This wicked abuse MUST be stopped: How financial exploitation of the elderly is a growing scourge
- Elderly people that are vulnerable are increasingly being targeted
- Some culprits trick targets into marriage to take control of their estate on death
Elder abuse, which includes financial exploitation, is a growing scourge with many cold hearted perpetrators committing their hateful deeds behind closed doors.
But others are able to cruelly operate in plain sight. Their victims suffer from dementia, are unaware of the ruthless actions against them and are unable to report misdeeds to relatives.
The worst culprits trick targets into marriage without their families’ knowledge in order to take control of their estate on death.
Elder abuse, which includes financial exploitation, is a growing scourge with many cold hearted perpetrators committing their hateful deeds behind closed doors (stock image)
They are able to do this, as Laura Shannon’s powerful story about the late Joan Blass reveals, because of weaknesses in checks when the elderly or infirm marry in later life.
Combined with the fact that marriage automatically revokes any will already in place, these loopholes allow the new spouse freedom to plunder a victim’s wealth.
The Mail on Sunday today puts its weight behind a campaign to tighten up protection for these vulnerable adults – and get Justice for Joan and others like her. We urge families to be vigilant and seek help if they suspect financial abuse.
Have you ever tried an escape room experience – when you pay to be locked in a series of rooms with just an hour to get free by breaking codes and following a string of clues and brain teasers? I did one with my family last weekend on a Sherlock Holmes theme which was absorbing and fun and challenged my powers of deduction to the extreme.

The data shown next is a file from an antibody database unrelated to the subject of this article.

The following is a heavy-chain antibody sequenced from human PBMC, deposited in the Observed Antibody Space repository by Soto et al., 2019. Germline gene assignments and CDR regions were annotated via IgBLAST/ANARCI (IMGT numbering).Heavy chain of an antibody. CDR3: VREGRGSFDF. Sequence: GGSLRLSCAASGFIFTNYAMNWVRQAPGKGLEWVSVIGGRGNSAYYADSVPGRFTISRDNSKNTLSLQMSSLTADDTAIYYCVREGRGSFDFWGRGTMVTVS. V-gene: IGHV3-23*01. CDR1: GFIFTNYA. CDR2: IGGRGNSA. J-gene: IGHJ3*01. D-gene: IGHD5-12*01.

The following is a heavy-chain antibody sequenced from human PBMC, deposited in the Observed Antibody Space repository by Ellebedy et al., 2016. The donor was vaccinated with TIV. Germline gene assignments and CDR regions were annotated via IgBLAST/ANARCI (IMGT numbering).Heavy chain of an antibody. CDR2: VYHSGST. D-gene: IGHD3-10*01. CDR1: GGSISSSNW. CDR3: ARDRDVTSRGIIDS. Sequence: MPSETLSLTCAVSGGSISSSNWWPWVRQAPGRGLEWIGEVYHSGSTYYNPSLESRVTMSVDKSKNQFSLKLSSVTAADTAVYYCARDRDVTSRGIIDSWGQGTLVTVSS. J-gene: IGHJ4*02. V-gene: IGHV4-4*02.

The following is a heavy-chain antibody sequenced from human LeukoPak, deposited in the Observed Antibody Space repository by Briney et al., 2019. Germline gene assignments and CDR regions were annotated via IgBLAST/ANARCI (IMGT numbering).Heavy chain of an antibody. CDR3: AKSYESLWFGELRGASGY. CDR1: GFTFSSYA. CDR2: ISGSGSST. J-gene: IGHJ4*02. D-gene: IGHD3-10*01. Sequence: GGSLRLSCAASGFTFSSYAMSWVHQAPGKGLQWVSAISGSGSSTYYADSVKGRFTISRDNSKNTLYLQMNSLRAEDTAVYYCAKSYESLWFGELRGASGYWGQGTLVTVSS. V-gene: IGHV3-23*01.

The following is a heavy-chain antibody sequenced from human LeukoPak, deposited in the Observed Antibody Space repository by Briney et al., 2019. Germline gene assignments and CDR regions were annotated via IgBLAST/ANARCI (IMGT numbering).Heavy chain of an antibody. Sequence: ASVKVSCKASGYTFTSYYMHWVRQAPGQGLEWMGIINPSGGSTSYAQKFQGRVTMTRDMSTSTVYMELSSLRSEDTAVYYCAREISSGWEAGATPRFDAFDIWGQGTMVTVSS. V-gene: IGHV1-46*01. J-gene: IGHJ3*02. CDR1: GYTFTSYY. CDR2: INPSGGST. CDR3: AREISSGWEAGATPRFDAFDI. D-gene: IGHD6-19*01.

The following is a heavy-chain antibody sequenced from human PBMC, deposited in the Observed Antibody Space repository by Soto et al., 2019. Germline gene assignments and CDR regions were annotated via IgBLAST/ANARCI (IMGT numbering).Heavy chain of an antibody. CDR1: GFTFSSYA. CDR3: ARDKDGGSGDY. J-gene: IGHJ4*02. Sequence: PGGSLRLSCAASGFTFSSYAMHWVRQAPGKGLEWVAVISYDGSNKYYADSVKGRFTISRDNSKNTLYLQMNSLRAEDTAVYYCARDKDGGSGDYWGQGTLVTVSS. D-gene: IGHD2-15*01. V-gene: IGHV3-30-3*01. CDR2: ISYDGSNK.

I’m sure if I had had time to smoke three pipes (vape versions, of course) I would have made a bigger contribution to my team’s solving of the puzzles. The best that could be said of my role, according to organiser’s debrief was that I was ‘unflappable’.
Sally Hamilton says after about 30 years of ‘membership’ AA’s automatic and steep annual premium increases have begun to get on her nerves
Powers of deduction, combined with a large magnifying glass are often required when checking the escape clauses in the terms and conditions of a financial product. I needed one when attempting to cancel my AA breakdown cover recently.
After about 30 years of ‘membership’ – a bit of a misnomer as this is a hard-nosed stock market listed organisation not a club – the automatic and steep annual premium increases have begun to get on my nerves.
The £202 deducted this time round is just not on, especially as modern cars like our Toyota Prius rarely require a call out. My husband found a suitable rival deal costing just £70.
But when he tried to cancel the AA arrangement he was shocked to be denied any kind of refund. Although he knew the request was well outside the 14-day cooling off period when customers are permitted to change their mind with no penalty, he had hoped for a refund for the unused portion.
A pro rata refund is common practice with motor insurance (with an admin fee deducted). But not so with AA recovery.
We were pointed to page 19 of the terms and conditions where it states no refunds are paid – except on death or when the member is ‘permanently’ unable to drive due to accident or illness.
Our response? To complain to the organisation (which replied ‘we will pass on your comments and suggestion to our roadside product manager’), grind our teeth and set a reminder on the calendar to ensure we break free at the next renewal.